Chip-and-PIN Technology Needed to Protect Consumer Information

October 2, 2017

By Matt Foley
Senior Manager of Government Relations

With shoppers visiting supermarkets often more than once a week, independent grocers have long been committed to protecting shoppers’ personal information. Many go above and beyond current security requirements by investing millions of dollars toward instituting end-to-end encryption, tokenization, and further exploring best practices and emerging technologies that will allow them to better safeguard customer data. This October—Cybersecurity Month—on the two-year anniversary of the United States transitioning from magnetic strip electronic payments to EMV chip cards, we’re again reminded that card-issuing banks continue opting for the less-secure chip-and-signature technology.

As high-profile breaches over the past few years have increased public awareness of payment security, consumers and businesses alike are eager to prevent fraud. There’s good reason too—the cost of fraud has skyrocketed from $23 billion in 2013 to $32 billion in 2014.

Chip-and-PIN technology is over 700 percent more secure than chip-and-signature, according to the United States Federal Reserve, yet card networks don’t allow businesses to require a PIN for credit. The Federal Bureau of Investigation (FBI) also urged consumer use a PIN with their new chip cards, but later revised the statement and omitted the PIN recommendation after receiving pressure from the American Bankers Association.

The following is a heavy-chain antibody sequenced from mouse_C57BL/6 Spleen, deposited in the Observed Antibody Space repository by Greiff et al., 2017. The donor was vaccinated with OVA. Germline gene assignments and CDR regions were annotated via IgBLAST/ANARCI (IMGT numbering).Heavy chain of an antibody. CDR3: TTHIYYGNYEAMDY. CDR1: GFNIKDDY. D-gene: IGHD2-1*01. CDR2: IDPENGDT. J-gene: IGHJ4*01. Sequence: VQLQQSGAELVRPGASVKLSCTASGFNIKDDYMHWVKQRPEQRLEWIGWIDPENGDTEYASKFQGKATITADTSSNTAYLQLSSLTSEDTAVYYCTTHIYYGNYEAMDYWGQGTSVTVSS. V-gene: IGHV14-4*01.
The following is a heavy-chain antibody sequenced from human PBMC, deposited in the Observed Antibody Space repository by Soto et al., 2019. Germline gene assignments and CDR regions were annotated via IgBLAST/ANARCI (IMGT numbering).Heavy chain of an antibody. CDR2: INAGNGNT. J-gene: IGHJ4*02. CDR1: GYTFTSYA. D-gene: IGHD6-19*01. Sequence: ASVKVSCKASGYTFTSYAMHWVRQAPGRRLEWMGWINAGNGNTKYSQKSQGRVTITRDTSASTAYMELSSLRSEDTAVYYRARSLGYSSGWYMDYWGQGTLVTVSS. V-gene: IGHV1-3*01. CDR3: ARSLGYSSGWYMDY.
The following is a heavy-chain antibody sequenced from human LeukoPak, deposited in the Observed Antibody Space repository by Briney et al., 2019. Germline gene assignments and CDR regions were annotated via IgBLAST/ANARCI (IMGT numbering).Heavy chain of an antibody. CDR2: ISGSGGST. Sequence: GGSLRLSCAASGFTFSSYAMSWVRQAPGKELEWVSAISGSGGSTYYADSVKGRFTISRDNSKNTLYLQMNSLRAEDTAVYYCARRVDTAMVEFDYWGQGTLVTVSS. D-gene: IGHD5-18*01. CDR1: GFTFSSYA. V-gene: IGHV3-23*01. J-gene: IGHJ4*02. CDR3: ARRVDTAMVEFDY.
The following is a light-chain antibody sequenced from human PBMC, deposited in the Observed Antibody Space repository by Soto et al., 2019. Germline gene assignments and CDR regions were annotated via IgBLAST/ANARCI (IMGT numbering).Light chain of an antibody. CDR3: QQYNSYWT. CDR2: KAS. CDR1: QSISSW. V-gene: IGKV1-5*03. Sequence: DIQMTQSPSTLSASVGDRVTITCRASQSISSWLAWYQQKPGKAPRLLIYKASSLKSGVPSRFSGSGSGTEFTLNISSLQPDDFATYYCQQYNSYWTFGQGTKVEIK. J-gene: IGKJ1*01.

Unsurprisingly, the majority of consumers (62 percent) would prefer to be issued chip-and-PIN cards, according to a 2015 study by the National Retail Federation (NRF). Another 63 percent believe that chip-and-PIN provides more security than simple chip-and-signature. NRF’s survey indicated that 83 percent of consumers would consider it worthwhile to remember another PIN in exchange for greater security.

This isn’t new technology either. In fact, Visa has advertised the security of benefits in other countries, where chip-and-PIN has been standard since the mid-1990s. Despite this, EMVco (which is co-run by Visa and MasterCard), gave retailers no option for recourse. Instead, businesses were forced to abide by the terms or no longer accept credit or debit cards from Visa and MasterCard.

Implementing standard fraud prevention technology isn’t a radical idea—it should be common sense. That’s why NGA supports creating a standard-setting body that will ensure participants, including businesses, have a voice in standards setting for payments.

Until then, Cybersecurity Month marks just another year of card-issuing banks preventing chip-and-PIN technology from being implemented everywhere but the United States.

For more information, contact Matt Foley, senior manager of government relations, via email at